By: Julie Ferris, BFA Painting

Photo credit: Sandra Reed (3) and Julie Ferris (1)

Work hard, play harder.

While the other 58 students were in Paris, the painters made the most out of being able to paint all day on Thursday, Friday, and Saturday (no other courses since the other professors are in Paris). The Maison Basse studio was full to overflowing. To take a break on Friday, October 19, students played an informal game of soccer in the Maison Basse courtyard. And then they rested.

Opposing teams -- whose to say which team won the match?

Painters Painting and Danto

Many of the painting students are reading After the End of Art by Arthur Danto as the course text. Undergraduates will each write a summary of one of its eleven chapters in preparation to discuss these with the graduate painting students and Professor Reed in small groups next week.

To provide context for discussion of Danto’s ideas regarding the ‘passing of the pure’ and ‘post-historical art,’ painting students gathered in the Maison Basse conference room last night, Thursday, October 18, and watched “Painters Painting,” a 116-minute documentary. This film features interviews with leading artists, critics, and patrons who lived in New York between 1940 and 1970, many of whom are mentioned in the course text.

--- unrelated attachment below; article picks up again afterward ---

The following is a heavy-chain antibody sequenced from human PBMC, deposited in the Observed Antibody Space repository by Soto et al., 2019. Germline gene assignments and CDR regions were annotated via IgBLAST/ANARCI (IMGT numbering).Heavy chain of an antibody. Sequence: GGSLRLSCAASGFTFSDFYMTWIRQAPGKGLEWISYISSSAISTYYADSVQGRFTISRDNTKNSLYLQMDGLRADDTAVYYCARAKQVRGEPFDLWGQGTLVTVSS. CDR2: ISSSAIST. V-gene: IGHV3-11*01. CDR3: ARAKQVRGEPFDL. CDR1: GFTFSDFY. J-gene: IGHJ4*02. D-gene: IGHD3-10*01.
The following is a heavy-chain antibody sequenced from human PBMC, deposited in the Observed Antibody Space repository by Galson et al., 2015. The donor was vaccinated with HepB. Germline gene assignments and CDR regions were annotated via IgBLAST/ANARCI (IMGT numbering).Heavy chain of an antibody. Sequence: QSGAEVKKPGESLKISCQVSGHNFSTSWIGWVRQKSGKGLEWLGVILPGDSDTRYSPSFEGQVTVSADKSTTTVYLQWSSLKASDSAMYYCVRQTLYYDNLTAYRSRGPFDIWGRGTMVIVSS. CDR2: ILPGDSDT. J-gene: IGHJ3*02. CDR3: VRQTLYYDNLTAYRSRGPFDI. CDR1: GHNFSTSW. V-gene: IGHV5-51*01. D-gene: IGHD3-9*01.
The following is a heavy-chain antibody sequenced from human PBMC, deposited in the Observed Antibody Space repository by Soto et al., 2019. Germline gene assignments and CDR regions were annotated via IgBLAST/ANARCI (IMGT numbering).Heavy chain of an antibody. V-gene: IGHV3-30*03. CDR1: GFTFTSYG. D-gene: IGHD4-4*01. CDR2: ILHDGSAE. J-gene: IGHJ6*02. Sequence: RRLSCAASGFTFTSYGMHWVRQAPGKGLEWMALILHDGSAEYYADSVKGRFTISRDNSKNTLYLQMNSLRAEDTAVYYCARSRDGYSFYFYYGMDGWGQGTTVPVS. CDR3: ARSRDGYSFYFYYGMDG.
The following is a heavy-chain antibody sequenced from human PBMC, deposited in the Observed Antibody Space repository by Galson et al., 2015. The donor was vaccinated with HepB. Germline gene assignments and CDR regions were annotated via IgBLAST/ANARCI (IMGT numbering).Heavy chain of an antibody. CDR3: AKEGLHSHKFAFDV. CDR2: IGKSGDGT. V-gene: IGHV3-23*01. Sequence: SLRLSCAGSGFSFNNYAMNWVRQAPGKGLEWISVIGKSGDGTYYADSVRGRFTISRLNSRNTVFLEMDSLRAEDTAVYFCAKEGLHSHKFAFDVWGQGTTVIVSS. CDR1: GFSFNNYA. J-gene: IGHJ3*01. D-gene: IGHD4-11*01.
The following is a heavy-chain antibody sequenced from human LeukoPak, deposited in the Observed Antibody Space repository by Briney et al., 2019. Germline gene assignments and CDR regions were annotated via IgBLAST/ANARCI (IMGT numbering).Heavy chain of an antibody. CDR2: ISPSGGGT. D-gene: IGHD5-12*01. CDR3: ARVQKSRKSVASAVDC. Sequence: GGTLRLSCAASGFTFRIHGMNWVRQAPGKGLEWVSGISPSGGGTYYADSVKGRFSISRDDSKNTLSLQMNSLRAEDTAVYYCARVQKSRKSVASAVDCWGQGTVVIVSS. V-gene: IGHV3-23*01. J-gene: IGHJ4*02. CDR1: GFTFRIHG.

Thanks to graduate painting student Charles Parham for bringing the DVD to Lacoste.

By Sandra Reed, Professor of Painting

Photo credit: Sandra Reed

Student Presentations – Class 6 of 16 (Wed Oct 10)

Students presented their work for feedback at the end of Week 3. At the beginning of the term, students in Advanced Painting PNTG 409, Intermediate Painting PNTG 302, Independent Study PNTG 485, and Graduate Studio PNTG 738/758 courses set personal objectives in a written course proposal to plan what they would present at this checkpoint. As part of the presentation of their work, students were required to show and discuss processes, preliminary works (drawings, photos, poems, collages, modellos, etc.), sources of inspiration/influence, and references/research materials (including visual material, heritage, and readings).